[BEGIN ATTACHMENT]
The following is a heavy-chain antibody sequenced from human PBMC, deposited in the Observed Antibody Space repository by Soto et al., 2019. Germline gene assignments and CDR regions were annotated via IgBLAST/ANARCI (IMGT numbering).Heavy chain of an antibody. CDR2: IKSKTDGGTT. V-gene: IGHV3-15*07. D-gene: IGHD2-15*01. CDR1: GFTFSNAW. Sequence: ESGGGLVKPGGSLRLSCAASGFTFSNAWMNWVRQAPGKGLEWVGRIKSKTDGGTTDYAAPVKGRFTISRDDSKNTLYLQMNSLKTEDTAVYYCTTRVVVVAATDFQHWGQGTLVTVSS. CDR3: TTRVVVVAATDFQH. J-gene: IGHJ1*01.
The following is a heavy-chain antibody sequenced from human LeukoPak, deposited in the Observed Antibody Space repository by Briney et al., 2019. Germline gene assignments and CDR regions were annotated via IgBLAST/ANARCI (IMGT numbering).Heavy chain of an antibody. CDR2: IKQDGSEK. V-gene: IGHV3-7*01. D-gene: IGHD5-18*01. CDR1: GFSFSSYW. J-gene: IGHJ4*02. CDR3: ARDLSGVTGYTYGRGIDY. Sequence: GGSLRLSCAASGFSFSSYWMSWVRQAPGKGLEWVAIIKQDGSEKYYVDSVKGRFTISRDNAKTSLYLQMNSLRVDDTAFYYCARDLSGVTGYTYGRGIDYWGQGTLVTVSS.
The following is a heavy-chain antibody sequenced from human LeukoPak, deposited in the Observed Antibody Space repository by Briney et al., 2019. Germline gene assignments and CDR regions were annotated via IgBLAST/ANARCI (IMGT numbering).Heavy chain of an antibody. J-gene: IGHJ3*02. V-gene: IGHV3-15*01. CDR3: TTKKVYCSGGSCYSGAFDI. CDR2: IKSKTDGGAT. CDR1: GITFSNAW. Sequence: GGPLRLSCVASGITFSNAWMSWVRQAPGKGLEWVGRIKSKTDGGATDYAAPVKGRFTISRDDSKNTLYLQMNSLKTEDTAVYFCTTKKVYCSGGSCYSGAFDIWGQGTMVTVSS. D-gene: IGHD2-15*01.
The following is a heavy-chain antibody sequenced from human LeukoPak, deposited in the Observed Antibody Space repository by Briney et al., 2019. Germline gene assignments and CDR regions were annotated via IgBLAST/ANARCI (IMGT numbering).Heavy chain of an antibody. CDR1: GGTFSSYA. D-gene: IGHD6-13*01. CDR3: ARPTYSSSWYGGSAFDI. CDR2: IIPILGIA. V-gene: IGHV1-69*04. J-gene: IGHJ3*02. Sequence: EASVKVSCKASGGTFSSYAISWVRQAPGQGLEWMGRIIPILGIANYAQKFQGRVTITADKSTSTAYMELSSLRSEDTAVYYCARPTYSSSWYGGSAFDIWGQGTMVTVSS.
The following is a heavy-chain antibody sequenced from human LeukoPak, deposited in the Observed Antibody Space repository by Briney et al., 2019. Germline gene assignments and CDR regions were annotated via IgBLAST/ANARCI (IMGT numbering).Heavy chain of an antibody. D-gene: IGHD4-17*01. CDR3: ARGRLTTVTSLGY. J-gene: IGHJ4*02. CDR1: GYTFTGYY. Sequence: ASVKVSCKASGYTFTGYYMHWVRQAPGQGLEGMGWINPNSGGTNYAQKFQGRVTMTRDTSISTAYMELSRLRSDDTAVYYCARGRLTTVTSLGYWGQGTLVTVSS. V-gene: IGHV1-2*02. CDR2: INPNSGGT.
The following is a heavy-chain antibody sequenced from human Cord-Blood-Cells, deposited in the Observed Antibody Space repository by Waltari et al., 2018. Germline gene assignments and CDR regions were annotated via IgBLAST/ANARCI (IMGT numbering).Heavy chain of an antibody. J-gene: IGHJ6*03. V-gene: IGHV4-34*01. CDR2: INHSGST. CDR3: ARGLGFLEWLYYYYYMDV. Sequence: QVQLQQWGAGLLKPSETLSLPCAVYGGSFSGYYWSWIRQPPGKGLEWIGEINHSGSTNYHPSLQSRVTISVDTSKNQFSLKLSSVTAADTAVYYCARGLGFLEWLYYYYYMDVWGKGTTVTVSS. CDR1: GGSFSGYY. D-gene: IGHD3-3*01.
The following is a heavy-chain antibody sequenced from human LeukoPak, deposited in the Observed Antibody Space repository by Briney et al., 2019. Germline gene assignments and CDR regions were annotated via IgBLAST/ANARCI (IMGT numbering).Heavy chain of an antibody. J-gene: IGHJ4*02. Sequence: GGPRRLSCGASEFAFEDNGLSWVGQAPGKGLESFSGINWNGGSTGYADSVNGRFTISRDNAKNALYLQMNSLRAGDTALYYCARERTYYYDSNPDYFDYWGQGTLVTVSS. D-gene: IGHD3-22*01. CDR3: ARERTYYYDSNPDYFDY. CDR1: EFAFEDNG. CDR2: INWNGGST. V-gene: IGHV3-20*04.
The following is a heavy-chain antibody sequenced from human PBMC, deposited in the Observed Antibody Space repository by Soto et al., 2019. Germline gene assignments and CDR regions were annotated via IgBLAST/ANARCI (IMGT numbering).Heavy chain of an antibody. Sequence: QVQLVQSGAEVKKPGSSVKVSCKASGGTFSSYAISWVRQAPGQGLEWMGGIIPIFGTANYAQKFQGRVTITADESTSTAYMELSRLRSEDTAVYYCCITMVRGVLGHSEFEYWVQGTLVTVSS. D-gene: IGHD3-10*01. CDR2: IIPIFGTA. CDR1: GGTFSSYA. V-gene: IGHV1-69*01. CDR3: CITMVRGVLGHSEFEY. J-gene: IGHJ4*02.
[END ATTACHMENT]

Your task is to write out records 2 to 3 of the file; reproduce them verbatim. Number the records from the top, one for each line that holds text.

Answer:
The following is a heavy-chain antibody sequenced from human LeukoPak, deposited in the Observed Antibody Space repository by Briney et al., 2019. Germline gene assignments and CDR regions were annotated via IgBLAST/ANARCI (IMGT numbering).Heavy chain of an antibody. CDR2: IKQDGSEK. V-gene: IGHV3-7*01. D-gene: IGHD5-18*01. CDR1: GFSFSSYW. J-gene: IGHJ4*02. CDR3: ARDLSGVTGYTYGRGIDY. Sequence: GGSLRLSCAASGFSFSSYWMSWVRQAPGKGLEWVAIIKQDGSEKYYVDSVKGRFTISRDNAKTSLYLQMNSLRVDDTAFYYCARDLSGVTGYTYGRGIDYWGQGTLVTVSS.
The following is a heavy-chain antibody sequenced from human LeukoPak, deposited in the Observed Antibody Space repository by Briney et al., 2019. Germline gene assignments and CDR regions were annotated via IgBLAST/ANARCI (IMGT numbering).Heavy chain of an antibody. J-gene: IGHJ3*02. V-gene: IGHV3-15*01. CDR3: TTKKVYCSGGSCYSGAFDI. CDR2: IKSKTDGGAT. CDR1: GITFSNAW. Sequence: GGPLRLSCVASGITFSNAWMSWVRQAPGKGLEWVGRIKSKTDGGATDYAAPVKGRFTISRDDSKNTLYLQMNSLKTEDTAVYFCTTKKVYCSGGSCYSGAFDIWGQGTMVTVSS. D-gene: IGHD2-15*01.